You were probably expecting Super Mario Kart to make its appearance here, and truth be told, it very nearly did. While it's been improved on over the years, the mode 7 original is still a great SNES-era racing game, and like other racing games such as F-Zero and Rock 'N Roll Racing, there's a lot of fun to be had there.

However, Mario Kart would go on to greater things with more players and fun, while DMA Design's Unirally only ever saw a SNES outing. It's a fast paced game that combines the trick systems later seen in games such as the Tony Hawk's titles with the gosh-darned cutest unicycles you've ever seen, pre-rendered for visuals and slickness rarely seen on the humble SNES.

Problem is, they were a bit too cute, and specifically a little too similar to Pixar's unicycles, and a lawsuit saw Unirally removed from sale, never to be rereleased. It's an utter tragedy, because this is a stellar racing game that deserved far better.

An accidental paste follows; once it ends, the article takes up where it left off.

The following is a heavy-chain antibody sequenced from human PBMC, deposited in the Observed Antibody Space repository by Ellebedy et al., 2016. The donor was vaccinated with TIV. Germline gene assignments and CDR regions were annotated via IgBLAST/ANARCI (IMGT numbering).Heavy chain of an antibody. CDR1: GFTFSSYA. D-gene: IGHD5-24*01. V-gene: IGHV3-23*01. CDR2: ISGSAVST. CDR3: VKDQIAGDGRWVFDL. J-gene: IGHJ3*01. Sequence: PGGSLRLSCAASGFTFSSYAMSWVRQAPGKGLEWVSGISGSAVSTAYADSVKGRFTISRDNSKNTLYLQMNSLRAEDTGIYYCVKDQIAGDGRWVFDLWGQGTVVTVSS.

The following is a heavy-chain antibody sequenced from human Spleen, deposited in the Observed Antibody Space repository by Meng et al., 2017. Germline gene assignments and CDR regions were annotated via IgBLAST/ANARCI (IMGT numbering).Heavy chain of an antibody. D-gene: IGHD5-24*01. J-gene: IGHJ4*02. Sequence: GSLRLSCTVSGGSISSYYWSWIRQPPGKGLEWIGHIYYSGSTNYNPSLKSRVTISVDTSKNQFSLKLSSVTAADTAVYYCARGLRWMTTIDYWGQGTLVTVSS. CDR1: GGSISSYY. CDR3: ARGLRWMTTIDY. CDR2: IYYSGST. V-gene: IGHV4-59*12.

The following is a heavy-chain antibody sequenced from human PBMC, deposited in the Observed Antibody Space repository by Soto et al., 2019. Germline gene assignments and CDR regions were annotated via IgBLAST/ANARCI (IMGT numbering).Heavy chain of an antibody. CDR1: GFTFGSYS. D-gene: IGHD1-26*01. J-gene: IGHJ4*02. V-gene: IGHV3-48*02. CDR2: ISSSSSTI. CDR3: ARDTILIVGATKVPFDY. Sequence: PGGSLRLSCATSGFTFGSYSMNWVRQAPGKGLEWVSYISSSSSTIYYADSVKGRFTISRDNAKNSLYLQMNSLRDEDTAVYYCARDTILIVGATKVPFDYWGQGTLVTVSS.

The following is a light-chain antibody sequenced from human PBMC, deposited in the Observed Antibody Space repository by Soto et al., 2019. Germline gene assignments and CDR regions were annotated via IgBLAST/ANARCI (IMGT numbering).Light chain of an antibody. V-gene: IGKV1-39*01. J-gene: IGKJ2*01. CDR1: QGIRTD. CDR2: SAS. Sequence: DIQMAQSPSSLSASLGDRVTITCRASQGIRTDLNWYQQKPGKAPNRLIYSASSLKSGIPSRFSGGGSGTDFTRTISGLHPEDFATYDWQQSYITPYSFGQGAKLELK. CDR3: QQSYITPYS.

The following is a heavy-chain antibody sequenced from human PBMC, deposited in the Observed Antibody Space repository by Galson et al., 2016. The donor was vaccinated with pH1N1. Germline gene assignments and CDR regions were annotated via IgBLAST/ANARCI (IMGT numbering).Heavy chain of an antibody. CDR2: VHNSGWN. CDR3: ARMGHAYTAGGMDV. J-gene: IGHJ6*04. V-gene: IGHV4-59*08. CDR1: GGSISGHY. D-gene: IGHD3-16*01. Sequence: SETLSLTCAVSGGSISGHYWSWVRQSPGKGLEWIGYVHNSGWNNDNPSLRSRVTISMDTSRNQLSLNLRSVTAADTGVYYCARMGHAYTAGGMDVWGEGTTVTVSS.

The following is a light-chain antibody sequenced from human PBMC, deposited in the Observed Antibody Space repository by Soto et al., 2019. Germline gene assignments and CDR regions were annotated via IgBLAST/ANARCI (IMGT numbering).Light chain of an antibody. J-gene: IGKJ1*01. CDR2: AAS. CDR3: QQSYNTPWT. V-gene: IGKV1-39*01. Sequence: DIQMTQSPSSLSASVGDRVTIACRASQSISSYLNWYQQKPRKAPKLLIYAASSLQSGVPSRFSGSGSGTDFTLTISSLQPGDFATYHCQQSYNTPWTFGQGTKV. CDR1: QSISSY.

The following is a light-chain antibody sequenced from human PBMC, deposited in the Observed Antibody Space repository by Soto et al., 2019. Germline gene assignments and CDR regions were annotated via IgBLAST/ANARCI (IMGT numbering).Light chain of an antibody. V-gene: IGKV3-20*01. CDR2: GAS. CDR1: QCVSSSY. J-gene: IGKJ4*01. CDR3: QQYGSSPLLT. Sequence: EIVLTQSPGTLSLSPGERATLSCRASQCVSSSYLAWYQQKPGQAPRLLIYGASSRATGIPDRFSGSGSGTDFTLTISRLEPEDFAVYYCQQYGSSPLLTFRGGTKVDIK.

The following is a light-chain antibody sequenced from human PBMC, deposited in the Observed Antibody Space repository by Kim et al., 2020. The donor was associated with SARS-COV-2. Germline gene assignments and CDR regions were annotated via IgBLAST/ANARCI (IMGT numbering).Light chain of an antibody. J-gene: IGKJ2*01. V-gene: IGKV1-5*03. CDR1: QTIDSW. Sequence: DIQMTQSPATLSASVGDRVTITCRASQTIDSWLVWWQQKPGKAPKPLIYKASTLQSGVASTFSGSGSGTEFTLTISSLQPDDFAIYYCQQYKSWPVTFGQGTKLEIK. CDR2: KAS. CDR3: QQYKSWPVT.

Best SNES game – Shooting: UN Squadron

Pros

  • Serious challenge gives it depth
  • Choice of levels with a moving map

Cons

  • Can get very hectic early on
  • Slowdown when there’s a lot of onscreen action

Price (RRP): $50-$100+

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Why we chose it

If you wanted shoot-em-ups in the 16-bit era, you were slightly better served with the Megadrive, all things considered, but that doesn't mean that the SNES had no great arcade-style blasting titles. Games such as Axelay, Parodius, EDF, Gradius III and Pop n' Twinbee meant that SNES owners had plenty to keep their trigger fingers sated in the early 1990s.